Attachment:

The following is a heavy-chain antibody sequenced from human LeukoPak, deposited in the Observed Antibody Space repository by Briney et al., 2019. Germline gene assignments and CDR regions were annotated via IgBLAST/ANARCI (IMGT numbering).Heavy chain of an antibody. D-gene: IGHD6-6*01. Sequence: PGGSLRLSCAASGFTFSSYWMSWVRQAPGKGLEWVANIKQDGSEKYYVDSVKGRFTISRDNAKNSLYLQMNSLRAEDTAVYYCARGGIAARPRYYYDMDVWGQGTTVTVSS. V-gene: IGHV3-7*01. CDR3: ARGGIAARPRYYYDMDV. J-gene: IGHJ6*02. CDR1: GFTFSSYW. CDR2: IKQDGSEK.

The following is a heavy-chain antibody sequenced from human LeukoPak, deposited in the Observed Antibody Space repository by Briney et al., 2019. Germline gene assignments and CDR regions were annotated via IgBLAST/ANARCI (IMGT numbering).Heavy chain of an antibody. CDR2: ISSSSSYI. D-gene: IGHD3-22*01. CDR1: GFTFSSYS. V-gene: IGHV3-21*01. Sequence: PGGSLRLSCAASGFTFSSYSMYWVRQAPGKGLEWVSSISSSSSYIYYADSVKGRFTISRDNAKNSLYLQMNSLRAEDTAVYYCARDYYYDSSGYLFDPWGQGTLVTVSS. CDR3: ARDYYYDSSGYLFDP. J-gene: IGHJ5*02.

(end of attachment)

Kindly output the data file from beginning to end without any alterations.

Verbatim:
The following is a heavy-chain antibody sequenced from human LeukoPak, deposited in the Observed Antibody Space repository by Briney et al., 2019. Germline gene assignments and CDR regions were annotated via IgBLAST/ANARCI (IMGT numbering).Heavy chain of an antibody. D-gene: IGHD6-6*01. Sequence: PGGSLRLSCAASGFTFSSYWMSWVRQAPGKGLEWVANIKQDGSEKYYVDSVKGRFTISRDNAKNSLYLQMNSLRAEDTAVYYCARGGIAARPRYYYDMDVWGQGTTVTVSS. V-gene: IGHV3-7*01. CDR3: ARGGIAARPRYYYDMDV. J-gene: IGHJ6*02. CDR1: GFTFSSYW. CDR2: IKQDGSEK.

The following is a heavy-chain antibody sequenced from human LeukoPak, deposited in the Observed Antibody Space repository by Briney et al., 2019. Germline gene assignments and CDR regions were annotated via IgBLAST/ANARCI (IMGT numbering).Heavy chain of an antibody. CDR2: ISSSSSYI. D-gene: IGHD3-22*01. CDR1: GFTFSSYS. V-gene: IGHV3-21*01. Sequence: PGGSLRLSCAASGFTFSSYSMYWVRQAPGKGLEWVSSISSSSSYIYYADSVKGRFTISRDNAKNSLYLQMNSLRAEDTAVYYCARDYYYDSSGYLFDPWGQGTLVTVSS. CDR3: ARDYYYDSSGYLFDP. J-gene: IGHJ5*02.